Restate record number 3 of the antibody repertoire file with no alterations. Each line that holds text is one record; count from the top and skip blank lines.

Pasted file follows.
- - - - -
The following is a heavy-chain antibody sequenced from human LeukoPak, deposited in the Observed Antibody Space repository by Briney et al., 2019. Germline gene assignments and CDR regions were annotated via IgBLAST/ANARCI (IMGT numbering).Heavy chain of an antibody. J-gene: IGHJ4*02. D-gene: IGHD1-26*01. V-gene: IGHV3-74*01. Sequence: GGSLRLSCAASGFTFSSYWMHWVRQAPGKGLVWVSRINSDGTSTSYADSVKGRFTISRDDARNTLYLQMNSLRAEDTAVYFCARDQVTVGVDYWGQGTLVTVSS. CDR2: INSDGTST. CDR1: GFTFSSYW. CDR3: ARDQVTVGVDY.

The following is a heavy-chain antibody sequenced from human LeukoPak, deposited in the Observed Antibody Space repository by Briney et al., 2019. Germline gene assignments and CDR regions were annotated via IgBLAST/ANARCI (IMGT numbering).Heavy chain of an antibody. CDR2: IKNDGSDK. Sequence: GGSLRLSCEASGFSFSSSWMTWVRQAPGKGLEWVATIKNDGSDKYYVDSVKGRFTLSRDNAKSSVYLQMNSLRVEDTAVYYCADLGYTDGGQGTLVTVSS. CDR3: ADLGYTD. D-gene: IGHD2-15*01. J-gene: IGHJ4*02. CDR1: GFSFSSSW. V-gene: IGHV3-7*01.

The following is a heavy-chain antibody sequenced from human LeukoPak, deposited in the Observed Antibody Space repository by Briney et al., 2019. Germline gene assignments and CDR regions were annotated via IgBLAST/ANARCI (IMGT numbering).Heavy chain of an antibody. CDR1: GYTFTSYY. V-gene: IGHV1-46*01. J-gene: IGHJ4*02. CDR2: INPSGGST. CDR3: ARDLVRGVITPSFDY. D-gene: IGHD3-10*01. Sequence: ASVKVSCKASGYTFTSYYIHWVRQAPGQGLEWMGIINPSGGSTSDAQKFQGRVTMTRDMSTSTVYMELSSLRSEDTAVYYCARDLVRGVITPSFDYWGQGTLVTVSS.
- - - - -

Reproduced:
The following is a heavy-chain antibody sequenced from human LeukoPak, deposited in the Observed Antibody Space repository by Briney et al., 2019. Germline gene assignments and CDR regions were annotated via IgBLAST/ANARCI (IMGT numbering).Heavy chain of an antibody. CDR1: GYTFTSYY. V-gene: IGHV1-46*01. J-gene: IGHJ4*02. CDR2: INPSGGST. CDR3: ARDLVRGVITPSFDY. D-gene: IGHD3-10*01. Sequence: ASVKVSCKASGYTFTSYYIHWVRQAPGQGLEWMGIINPSGGSTSDAQKFQGRVTMTRDMSTSTVYMELSSLRSEDTAVYYCARDLVRGVITPSFDYWGQGTLVTVSS.